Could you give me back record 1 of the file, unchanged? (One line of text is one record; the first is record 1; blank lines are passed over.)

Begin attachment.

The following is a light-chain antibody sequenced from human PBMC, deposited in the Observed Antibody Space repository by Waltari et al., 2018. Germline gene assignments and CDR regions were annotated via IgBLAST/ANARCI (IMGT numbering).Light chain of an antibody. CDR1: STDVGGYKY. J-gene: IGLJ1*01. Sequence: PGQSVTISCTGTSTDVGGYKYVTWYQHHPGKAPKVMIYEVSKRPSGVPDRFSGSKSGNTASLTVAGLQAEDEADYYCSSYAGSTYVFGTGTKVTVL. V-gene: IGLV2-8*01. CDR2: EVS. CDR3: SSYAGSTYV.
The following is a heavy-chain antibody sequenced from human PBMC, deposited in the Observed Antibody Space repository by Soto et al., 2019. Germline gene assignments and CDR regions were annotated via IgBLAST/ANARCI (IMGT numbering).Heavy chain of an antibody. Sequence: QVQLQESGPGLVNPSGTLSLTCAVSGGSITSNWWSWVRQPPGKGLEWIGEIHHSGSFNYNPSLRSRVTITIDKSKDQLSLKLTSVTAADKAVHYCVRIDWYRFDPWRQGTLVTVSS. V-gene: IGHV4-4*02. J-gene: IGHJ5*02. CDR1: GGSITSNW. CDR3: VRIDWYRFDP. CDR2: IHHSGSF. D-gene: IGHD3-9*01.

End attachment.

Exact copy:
The following is a light-chain antibody sequenced from human PBMC, deposited in the Observed Antibody Space repository by Waltari et al., 2018. Germline gene assignments and CDR regions were annotated via IgBLAST/ANARCI (IMGT numbering).Light chain of an antibody. CDR1: STDVGGYKY. J-gene: IGLJ1*01. Sequence: PGQSVTISCTGTSTDVGGYKYVTWYQHHPGKAPKVMIYEVSKRPSGVPDRFSGSKSGNTASLTVAGLQAEDEADYYCSSYAGSTYVFGTGTKVTVL. V-gene: IGLV2-8*01. CDR2: EVS. CDR3: SSYAGSTYV.